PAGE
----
La Curee French Author Emile Zola Was Essay

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La Curee

French author Emile Zola was noted for his realistic portrayals of human beings in his novels and short stories. In his novel La Cur-e, he tells a story about the failings of the modern world, particularly in what is valued in modernity as opposed to periods in the past. Modern people all value money, material possessions, and satisfaction of personal desires and hungers. So consumed are people with these desires that they ignore anything which might hinder them, including ethics and morals. In the past, Zola, insinuates people cared more about family and honor, but in the present it is only money that matters. Through the relationships that Aristide Saccard has with his first wife and second wife, as well as in comparison with P-re Goriot from Balzac's novel Le Pe-re Goriot, it is clear that Zola is showing that valuing money above all other things is a poor way to live one's life.

Aristide Saccard starts the novel married to a woman who is sickly. This woman has already given him a son and it is presumed that they have a fairly happy marriage. However, when Aristide decides to better his financial and social situation, he is only too happy that she dies, leaving him open to marry a younger woman.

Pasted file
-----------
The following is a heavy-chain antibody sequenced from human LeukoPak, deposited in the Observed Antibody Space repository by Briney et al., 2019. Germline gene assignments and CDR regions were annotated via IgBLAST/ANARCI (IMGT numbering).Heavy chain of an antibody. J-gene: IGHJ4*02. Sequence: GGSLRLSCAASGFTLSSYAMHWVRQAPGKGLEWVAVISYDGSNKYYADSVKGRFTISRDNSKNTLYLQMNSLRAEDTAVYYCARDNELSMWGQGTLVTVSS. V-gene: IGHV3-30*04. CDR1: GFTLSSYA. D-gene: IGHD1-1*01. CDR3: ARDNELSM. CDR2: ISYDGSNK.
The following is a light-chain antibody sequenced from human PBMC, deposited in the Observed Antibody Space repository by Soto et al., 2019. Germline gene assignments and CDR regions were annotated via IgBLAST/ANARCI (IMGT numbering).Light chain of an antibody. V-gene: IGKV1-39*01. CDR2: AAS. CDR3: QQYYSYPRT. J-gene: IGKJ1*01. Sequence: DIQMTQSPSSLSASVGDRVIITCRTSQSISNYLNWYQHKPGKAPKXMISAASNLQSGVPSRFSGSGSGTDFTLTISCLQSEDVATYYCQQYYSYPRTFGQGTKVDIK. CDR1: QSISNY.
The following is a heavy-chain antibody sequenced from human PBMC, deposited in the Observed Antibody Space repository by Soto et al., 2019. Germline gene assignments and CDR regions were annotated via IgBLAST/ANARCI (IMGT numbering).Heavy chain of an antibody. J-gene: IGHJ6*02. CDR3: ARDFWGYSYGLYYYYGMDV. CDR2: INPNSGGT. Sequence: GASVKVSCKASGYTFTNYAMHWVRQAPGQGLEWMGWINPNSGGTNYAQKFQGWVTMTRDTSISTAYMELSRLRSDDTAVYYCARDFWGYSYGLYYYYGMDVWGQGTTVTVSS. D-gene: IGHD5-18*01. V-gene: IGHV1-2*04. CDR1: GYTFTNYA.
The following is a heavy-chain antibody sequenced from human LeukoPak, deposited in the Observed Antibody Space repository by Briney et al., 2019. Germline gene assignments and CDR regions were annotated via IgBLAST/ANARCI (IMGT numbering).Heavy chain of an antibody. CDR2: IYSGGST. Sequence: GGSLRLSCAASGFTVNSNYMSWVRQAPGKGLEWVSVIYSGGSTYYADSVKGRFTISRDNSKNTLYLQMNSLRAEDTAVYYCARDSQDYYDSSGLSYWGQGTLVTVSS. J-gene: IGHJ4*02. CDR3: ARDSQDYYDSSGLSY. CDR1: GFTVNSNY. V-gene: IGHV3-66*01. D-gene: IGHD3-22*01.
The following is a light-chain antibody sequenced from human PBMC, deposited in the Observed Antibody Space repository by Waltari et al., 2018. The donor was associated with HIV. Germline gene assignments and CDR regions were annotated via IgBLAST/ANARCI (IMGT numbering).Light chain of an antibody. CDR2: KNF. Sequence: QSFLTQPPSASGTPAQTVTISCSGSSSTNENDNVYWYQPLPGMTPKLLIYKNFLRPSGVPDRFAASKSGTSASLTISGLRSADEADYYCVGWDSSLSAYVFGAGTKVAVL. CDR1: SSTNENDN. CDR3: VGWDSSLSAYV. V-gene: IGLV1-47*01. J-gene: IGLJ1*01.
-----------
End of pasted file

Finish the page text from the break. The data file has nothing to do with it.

The marriage to young Ren-e will give him financial gain whereas his first union has not bettered him at all monetarily. In reality, the only way that his first wife is able to provide for Aristide in this sense is through her death. By dying, it is presumed Aristide will receive some sort of life insurance pay out which will allow him to purchase real estate in Paris which is about to become highly valuable. His first wife has absolutely no emotional value for Aristide; rather she has become an inconvenience who is literally more valuable to him dead than alive. Zola writes, "Saccard, who for a moment thought that fate had contrived some diabolical resurrection in order to keep him mired in misery, felt reassured on seeing that the wretched woman would be dead within the hour" (62). Leaving Aristide a widower also allows him to pursue and secure the hand of Ren-e for an exorbitant dowry because she is pregnant and unmarried, and her parents wish to marry her off to avoid any hint of scandal.….....

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